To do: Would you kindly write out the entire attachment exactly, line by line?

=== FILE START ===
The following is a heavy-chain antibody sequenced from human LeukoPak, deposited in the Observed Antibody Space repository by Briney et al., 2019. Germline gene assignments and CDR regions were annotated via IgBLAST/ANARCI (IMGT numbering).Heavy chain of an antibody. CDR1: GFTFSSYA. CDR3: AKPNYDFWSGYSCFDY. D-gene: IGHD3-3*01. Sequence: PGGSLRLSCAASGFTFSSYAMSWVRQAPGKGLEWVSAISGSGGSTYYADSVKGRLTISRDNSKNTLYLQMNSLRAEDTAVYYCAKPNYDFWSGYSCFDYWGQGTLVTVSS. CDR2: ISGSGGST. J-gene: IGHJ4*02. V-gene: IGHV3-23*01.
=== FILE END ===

The following is a heavy-chain antibody sequenced from human LeukoPak, deposited in the Observed Antibody Space repository by Briney et al., 2019. Germline gene assignments and CDR regions were annotated via IgBLAST/ANARCI (IMGT numbering).Heavy chain of an antibody. CDR1: GFTFSSYA. CDR3: AKPNYDFWSGYSCFDY. D-gene: IGHD3-3*01. Sequence: PGGSLRLSCAASGFTFSSYAMSWVRQAPGKGLEWVSAISGSGGSTYYADSVKGRLTISRDNSKNTLYLQMNSLRAEDTAVYYCAKPNYDFWSGYSCFDYWGQGTLVTVSS. CDR2: ISGSGGST. J-gene: IGHJ4*02. V-gene: IGHV3-23*01.